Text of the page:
Tuesday, August 18, 2015

Why Only Some People Get Addicted?

Addiction Quote

Have you ever wondered why you got addicted from experimenting with drugs while some of your friends didn't?

No they're NOT weak. According to a new study we finally have the answer we've all been waiting for and everything we thought we knew about addiction is wrong.

For as long as I can remember we've believed that people can get addicted after using only once and consequently abstinence was the only way to prevent getting addicted. The experiment that supported this theory was the one where a rat was put in a cage alone with a water bottle and a drugged water bottle and almost always became obsessed with the drugged water until it killed itself. However, today there's a lot of evidence against this. The  obvious one for me is that not everyone who is prescribed painkillers gets addicted.
In the 1970s, a professor of Psychology in Vancouver called Bruce Alexander wanted to know what would happen if the rat wasn't left alone with nothing to do but to drink from the water bottles. He built Rat Park: a lush cage with the best food, tunnels and plenty of friends.

The rats with good lives didn't like the drugged water. They mostly shunned it, consuming less than a quarter of the drugs the isolated rats used and none of them died. While all the rats who were alone and unhappy became heavy users, none of the rats who had a happy environment did.

What happened after the Vietnam War supports this new theory. Time magazine reported using heroin was "as common as chewing gum" among U.S. soldiers, and there is solid evidence to back this up: some 20 percent of U.S. soldiers had become addicted to heroin there, according to a study published in the Archives of General Psychiatry. However, 95% of the addicted soldiers simply stopped because they had shifted from a terrifying cage back to a pleasant one. Professor Alexander argues that addiction is an adaptation. It's not you. It's your cage.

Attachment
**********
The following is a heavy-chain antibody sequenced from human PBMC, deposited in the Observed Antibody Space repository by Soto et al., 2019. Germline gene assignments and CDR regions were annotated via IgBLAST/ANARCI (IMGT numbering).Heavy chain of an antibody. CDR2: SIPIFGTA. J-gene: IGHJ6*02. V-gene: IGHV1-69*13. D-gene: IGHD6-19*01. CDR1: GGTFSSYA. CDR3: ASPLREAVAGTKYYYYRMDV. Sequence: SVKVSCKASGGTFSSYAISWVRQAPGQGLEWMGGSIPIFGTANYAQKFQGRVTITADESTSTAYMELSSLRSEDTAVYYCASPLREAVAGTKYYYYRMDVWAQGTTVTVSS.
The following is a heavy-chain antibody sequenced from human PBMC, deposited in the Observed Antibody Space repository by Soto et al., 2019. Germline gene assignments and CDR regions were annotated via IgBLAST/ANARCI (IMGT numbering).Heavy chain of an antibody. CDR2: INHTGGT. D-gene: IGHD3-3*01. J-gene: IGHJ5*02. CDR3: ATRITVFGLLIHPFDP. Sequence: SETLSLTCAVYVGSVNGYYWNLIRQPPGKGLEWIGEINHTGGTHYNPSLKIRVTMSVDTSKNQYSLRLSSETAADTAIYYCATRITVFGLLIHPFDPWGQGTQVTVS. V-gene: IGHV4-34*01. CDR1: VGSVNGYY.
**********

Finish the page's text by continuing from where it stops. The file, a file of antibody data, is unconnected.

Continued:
Quote Addiction is an adaptation
After the first phase of Rat Park, Professor Alexander reran the early experiments, where the rats were left alone for57 days and became compulsive drug users. Then he took them out of isolation, and placed them in Rat Park.

He wanted to know, if you fall into that state of addiction, is your brain hijacked, so you can't recover? The rats seemed to have a few twitches of withdrawal, but they soon stopped their heavy use, and went back to having a normal life. The good cage saved them.

This new theory seems closer to the truth than we've been in almost a century. Improving the addicts environment, teaching them the skills and giving them the chance to create bonds with others can do wonders for the recovery process. It makes sense. We use to get away from our lives, make our lives worth being present for and the drug use should decrease.

However, I believe the physical dependence part isn't as easy to get over as this theory claims, and I wonder why people with a seemingly good lives still become addicts. Then again they could be dealing with some kind of mental illness we aren't aware of. Despite my questions, I still love the message behind this. Loving an addict will give them a way better chance than punishment or cutting them off -- like some intervention shows seem to promote.

What do you think about this theory?

I'm currently reading his book Chasing the Scream. Join Our Monthly Book Club & Read the Book HERE



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